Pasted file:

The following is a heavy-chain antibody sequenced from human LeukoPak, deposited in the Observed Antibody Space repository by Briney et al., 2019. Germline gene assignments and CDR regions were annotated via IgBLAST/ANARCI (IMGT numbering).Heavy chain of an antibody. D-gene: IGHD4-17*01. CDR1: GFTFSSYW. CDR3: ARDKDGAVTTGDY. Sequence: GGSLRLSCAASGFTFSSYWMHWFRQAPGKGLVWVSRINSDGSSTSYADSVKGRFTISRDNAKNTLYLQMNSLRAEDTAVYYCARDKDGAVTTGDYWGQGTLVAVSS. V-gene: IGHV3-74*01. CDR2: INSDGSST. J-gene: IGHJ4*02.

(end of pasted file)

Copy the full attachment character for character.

The following is a heavy-chain antibody sequenced from human LeukoPak, deposited in the Observed Antibody Space repository by Briney et al., 2019. Germline gene assignments and CDR regions were annotated via IgBLAST/ANARCI (IMGT numbering).Heavy chain of an antibody. D-gene: IGHD4-17*01. CDR1: GFTFSSYW. CDR3: ARDKDGAVTTGDY. Sequence: GGSLRLSCAASGFTFSSYWMHWFRQAPGKGLVWVSRINSDGSSTSYADSVKGRFTISRDNAKNTLYLQMNSLRAEDTAVYYCARDKDGAVTTGDYWGQGTLVAVSS. V-gene: IGHV3-74*01. CDR2: INSDGSST. J-gene: IGHJ4*02.